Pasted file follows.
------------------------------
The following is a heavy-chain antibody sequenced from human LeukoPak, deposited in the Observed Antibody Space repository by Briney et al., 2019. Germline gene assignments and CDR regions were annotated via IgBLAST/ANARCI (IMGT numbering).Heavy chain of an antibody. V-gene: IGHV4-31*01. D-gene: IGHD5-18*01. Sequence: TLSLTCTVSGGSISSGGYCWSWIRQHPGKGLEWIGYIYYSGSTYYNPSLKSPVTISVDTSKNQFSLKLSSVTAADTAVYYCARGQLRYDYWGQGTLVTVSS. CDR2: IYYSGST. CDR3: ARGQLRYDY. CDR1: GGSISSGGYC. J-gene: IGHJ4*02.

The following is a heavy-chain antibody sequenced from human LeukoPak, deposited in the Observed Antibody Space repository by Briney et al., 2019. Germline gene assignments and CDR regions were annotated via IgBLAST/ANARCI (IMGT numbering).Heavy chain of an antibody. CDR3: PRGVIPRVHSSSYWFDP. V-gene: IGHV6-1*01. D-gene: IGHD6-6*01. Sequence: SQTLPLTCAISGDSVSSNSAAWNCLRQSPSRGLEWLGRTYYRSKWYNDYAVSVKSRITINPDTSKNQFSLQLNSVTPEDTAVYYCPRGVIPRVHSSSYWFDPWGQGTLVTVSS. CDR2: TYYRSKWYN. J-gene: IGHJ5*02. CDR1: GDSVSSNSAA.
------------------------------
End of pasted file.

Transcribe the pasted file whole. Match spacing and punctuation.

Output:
The following is a heavy-chain antibody sequenced from human LeukoPak, deposited in the Observed Antibody Space repository by Briney et al., 2019. Germline gene assignments and CDR regions were annotated via IgBLAST/ANARCI (IMGT numbering).Heavy chain of an antibody. V-gene: IGHV4-31*01. D-gene: IGHD5-18*01. Sequence: TLSLTCTVSGGSISSGGYCWSWIRQHPGKGLEWIGYIYYSGSTYYNPSLKSPVTISVDTSKNQFSLKLSSVTAADTAVYYCARGQLRYDYWGQGTLVTVSS. CDR2: IYYSGST. CDR3: ARGQLRYDY. CDR1: GGSISSGGYC. J-gene: IGHJ4*02.

The following is a heavy-chain antibody sequenced from human LeukoPak, deposited in the Observed Antibody Space repository by Briney et al., 2019. Germline gene assignments and CDR regions were annotated via IgBLAST/ANARCI (IMGT numbering).Heavy chain of an antibody. CDR3: PRGVIPRVHSSSYWFDP. V-gene: IGHV6-1*01. D-gene: IGHD6-6*01. Sequence: SQTLPLTCAISGDSVSSNSAAWNCLRQSPSRGLEWLGRTYYRSKWYNDYAVSVKSRITINPDTSKNQFSLQLNSVTPEDTAVYYCPRGVIPRVHSSSYWFDPWGQGTLVTVSS. CDR2: TYYRSKWYN. J-gene: IGHJ5*02. CDR1: GDSVSSNSAA.